Tuesday, December 30, 2014


"Be ye wise as Serpents." – JESUS.

    The snake has long been considered as a symbol of wisdom, but they are, as a rule, abnormally stupid, sluggish, shortsighted and wanting in all that goes to make up a wise man. Yet in all times and countries mankind has compared its wise ones to the serpent. The ancient Mexicans had their Nargals, the Hindus their Nagas, the Druids in ancient Britain would call themselves serpents, and in distant China, "lang," the dragon, signifies "the being who excels in intelligence." Aesculapius had his serpent wand. Moses, full of magic lore of Egypt, used the brazen serpent as a talisman for the healing of his stricken followers. Since the snake itself lacks wisdom, let us enquire whether its anatomy and natural history may not afford material for the play of that imagination which represents viewless ideas by visible symbols.    A striking fact about every true snake is that he has no eyelids, but, like the fish, sleeps with his eyes wide open. The Initiate has always claimed unbroken consciousness, and while to the common man there is what Wordsworth calls a "barrier, twixt day and day, "the wise man preserves unbroken his thread of continuous consciousness. Though his body sleeps, he lives an active conscious existence, until the time of waking comes round again, when he descends, and merging in his body goes through the daily penance of physical existence. In the "Voice of the Silence" there is an allusion to "the eye that never closes."

    Every few weeks the snake casts his slough, and creeping out of his faded cuticle, appears in new and shining scales, over whose glossy surface play the colors of the rainbow. This proceeding well typifies the evolving soul who takes and leaves one body after another, until "made perfect through sufferings" he incarnates no more unless impelled by compassion for the sake of suffering fellowmen.

    Examine a snake as he crawls on the ground, and note his sinuous, undulating curves. Science shows all force to proceed by waves, rhythmical disturbance in air, water or ether, and as the snake winds his way we are forcibly reminded of the conqueror of his lower nature, who controls and guides the crude energy of his body and devoting it to loftier purposes, becomes indeed an expert in the science of vibrations.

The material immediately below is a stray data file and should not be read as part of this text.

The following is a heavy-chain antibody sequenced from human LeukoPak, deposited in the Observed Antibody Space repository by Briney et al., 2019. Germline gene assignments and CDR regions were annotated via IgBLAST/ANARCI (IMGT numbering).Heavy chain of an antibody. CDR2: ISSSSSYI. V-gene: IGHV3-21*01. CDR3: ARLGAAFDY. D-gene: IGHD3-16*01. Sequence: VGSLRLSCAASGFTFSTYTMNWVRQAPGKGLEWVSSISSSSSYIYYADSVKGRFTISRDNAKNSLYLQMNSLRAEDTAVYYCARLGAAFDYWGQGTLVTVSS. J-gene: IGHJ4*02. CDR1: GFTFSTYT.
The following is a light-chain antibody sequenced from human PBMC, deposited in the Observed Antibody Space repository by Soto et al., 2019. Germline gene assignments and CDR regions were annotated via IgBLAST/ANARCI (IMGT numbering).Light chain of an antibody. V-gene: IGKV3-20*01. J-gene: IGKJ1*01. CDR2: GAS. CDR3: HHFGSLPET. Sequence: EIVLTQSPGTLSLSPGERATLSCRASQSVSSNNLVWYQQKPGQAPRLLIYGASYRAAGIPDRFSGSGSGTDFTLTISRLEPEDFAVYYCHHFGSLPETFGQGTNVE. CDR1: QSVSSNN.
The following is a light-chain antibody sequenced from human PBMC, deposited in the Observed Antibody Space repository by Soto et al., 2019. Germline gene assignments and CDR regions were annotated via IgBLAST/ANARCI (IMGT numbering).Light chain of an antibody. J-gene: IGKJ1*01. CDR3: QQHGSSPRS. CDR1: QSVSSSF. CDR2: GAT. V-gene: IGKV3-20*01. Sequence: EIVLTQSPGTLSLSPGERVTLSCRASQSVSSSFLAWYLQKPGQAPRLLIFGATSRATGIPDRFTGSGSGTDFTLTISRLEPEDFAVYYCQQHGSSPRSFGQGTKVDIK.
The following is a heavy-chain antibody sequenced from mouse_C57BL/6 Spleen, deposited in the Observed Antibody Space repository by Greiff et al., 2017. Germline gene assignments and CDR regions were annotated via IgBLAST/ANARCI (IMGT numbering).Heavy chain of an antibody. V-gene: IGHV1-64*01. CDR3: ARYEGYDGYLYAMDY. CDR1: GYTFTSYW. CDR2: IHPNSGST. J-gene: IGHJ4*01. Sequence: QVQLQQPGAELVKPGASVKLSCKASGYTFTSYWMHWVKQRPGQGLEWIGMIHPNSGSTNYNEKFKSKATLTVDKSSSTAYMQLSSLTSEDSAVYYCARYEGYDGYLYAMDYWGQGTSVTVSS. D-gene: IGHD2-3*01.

The serpent is a dumb animal; he has no voice. The well-known hiss is not vocal, and is caused simply by the escape of air under pressure from the orifice of the mouth. The real mystic does not tell what he knows in noisy or uttered speech; the real work is done in silence, and the pupil's inner nature is played upon by those wonderful vibrations of which our gross sense organs can give us no tidings.

    There are two classes of snakes, the poisonous and the harmless ones. There are two schools of magic, the black and the white. How subtle are the workings of the serpent's venom! A tiny prick a drop of innocent looking fluid in the veins, and presently the victim throbs all over, swells and dies in agony. A poisonous serpent of the human race works just so. A hint, a light suggestion couched in a jest, and the poison works its malignant way, till the victim falls by the way, a despairing, doubting, disloyal corpse. The poison should be sucked our immediately, but a better way is to avoid dangerous company, or to protect oneself with the armor of devotion and whole-souled loyalty.

    The serpent can fact for a year or more without any great inconvenience; he would be a serpent of wisdom must cultivate dispassion towards object of sense. Not that the neophyte should abstain from any of his wonted meals, but he must abstain from giving attention to flavors, and should close his mind to the pleasures of the palate.

    All snakes are very fond of milk. Milk is the food of babes and sucklings, and this curious taste on the part of the snake well symbolizes the fact that before he can reach the state of wisdom the pupil must regain the child state he has lost. The simple, innocent tastes of the child are the mark of the Initiate, and in this connection it is interesting to note that Paul is alluded to in the Talmud as "the little one."


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